Ruling RPA Jumps the Gun with Large-Scale Campaign Banners Across Yerevan
YEREVAN (A.W.)—Election posters and banners of the ruling Republican Party of Armenia (RPA) have sprung up across Yerevan, days ahead of the official kick-off of campaigning for the upcoming Parliamentary elections, causing quite a stir.
Photographs of large-scale banners donning the RPA’s campaign slogan “Security and Progress,” the party’s campaign website, and images of Prime Minister Karen Karapetyan, President Serge Sarkisian, and other RPA officials placed in various downtown-Yerevan locales, began circulating on social media and Armenian news outlets on March 2, three days before political parties and blocs are officially permitted to actively campaign.
Though official election campaigning begins on March 5, parties and political blocs have begun revealing their slogans, views, and, programs over the past few weeks.
Several across Armenia, including a representative from the Citizen Observer initiative, have called the RPA’s move a violation of campaign rules and regulations.
“The Central Electoral Commission (CEC) of Armenia must immediately demand that the posters are removed. We [Citizen Observer] will also note these violations and publish them,” Arthur Sakunts, a representative from the initiative told reporters on March 3. “We will present our clear demands, but it is important that the CEC doesn’t waste time and take steps to correct this gross violation,” Sakunts added.
Speaking to the Armenian Weekly, Armenian citizen and Yerevan resident Ivan Ardhaldjian found it strange the large RPA campaign advertisements have begun to appear on city billboards before the legal kickoff date, days after the RPA vouched for transparency in the election process. “[The banners] come just days after President Serge Sarkisian, the chairman of the RPA announced: ‘We have set the bar high: to conduct democratic, free, fair, and transparent elections.’ Are the RPA campaign ads the tip of the iceberg?” Ardhaldjian asked.
The CEC released a statement on March 3 after being probed by concerned citizens and journalists, including the Yerevan-based investigative online newspaper Hetq. “The [posters] are not a violation of the electoral legislation,” the CEC said regarding large-scale posters that were put on buildings in Yerevan’s Sakharov Square and Arshakunyats avenue. “Parties and blocs are free to do as they please within their rights,” the statement went on to say.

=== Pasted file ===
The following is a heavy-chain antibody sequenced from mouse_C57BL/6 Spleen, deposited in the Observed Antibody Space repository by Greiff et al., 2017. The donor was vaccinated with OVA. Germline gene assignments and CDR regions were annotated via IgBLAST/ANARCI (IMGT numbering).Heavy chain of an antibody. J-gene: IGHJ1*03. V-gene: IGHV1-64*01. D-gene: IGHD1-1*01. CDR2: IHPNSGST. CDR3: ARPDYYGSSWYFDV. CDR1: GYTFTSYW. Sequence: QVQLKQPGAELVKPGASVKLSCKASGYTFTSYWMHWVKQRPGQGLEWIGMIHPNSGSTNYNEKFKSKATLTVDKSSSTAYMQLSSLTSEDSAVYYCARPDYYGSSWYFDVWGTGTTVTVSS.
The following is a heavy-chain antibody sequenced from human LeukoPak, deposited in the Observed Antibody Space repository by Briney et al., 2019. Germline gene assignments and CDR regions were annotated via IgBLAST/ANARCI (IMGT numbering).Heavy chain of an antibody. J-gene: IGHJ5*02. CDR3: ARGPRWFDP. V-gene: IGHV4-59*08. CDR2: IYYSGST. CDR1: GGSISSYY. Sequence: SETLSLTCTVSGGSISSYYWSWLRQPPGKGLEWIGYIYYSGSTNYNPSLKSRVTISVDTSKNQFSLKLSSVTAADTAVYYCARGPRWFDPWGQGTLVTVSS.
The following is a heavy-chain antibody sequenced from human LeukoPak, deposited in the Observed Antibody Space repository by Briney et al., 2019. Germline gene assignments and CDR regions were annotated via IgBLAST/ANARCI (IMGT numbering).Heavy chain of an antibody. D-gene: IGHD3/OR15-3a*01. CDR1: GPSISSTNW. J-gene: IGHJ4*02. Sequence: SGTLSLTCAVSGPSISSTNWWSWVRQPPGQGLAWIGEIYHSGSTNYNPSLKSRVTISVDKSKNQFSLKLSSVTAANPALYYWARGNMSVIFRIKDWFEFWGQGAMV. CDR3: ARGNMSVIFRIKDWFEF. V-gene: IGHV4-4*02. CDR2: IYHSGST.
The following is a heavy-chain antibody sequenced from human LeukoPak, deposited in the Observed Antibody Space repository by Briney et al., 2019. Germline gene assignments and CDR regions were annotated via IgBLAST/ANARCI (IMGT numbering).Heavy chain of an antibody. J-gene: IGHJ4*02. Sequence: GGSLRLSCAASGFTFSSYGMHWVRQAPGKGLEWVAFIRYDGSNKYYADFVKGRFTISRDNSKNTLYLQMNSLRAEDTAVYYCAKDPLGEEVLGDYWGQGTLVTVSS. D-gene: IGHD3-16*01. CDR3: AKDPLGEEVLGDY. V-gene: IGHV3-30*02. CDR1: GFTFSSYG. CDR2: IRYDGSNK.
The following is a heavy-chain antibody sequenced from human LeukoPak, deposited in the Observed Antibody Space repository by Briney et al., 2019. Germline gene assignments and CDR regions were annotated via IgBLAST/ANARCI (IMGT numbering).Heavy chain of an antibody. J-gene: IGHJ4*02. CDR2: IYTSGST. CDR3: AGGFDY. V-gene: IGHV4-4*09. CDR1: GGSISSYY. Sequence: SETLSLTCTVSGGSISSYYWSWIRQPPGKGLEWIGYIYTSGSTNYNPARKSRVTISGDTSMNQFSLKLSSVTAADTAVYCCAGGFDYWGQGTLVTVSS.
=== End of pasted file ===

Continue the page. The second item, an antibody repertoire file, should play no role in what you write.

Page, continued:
The Electoral Code of the Republic of Armenia, which was adopted in June 2016 states: “The fact that the period of election campaign is fixed, shall not restrict the conduct of election campaign during other periods not prohibited by this Code,” prohibiting campaigning “on voting day and on the day preceding it.”
So, the RPA’s banners may not be illegal after all…
(Below is an RFE/RL Armenian service video of several campaign banners put up across Yerevan.)
That has not stopped concerned citizens and residents from voicing their discontent, though. Many have said that the banners may exceed the acceptable size of printed materials.
“I have been trying to contact the Prime Minister’s office all morning, but they don’t have answers. It seems as though they have learned my number and will no longer answer phone,” Sanan Derbedrosian, a repatriate living in Yerevan, told the Armenian Weekly. “One begins to wonder what [the RPA] is trying to achieve by campaigning two days early. It just proves that they are ready to break the rules,” she added.
“Elections in Armenia have been rigged since 1995, and one of the hearths of this problem has been the CEC itself,” journalist and ANI Armenian Research Center coordinator Tatul Hakobyan said in a Facebook status. “It’s very natural that [CEC President Tigran] Mukuchyan doesn’t consider these ‘small’ things as being in violation of the rules,” Hakobyan added.
Commenting on the matter, RPA spokesperson and Deputy Speaker of the National Assembly of Armenia Eduard Sharmazanov told reporters on today that the party has not started campaigning and called the banners a “technical problem,” not a political one.
“The RPA has been above the law for a long time… Why should they care now?” said one citizen, when asked to provide comments to the Armenian Weekly. “I don’t think that they really care about repentance,” said the man, who wished to remain anonymous.
If it is, in fact, a “technical problem,” then will the RPA be forced to take down the oversized banners when the official campaigning starts?
Though Armenian Revolutionary Federation (ARF) Parliamentary Faction leader and head of the party’s election ticket Armen Rustamyan did not explicitly condemn the RPA, he said that few within the ARF would want their photographs plastered over giant posters. “You won’t see any large banners of our photos anytime soon,” Rustamyan said while speaking to reporters.
On April 2, Armenia will go to the polls to elect a new National Assembly (Parliament) in the first election conducted since the adoption of the country’s new Constitution.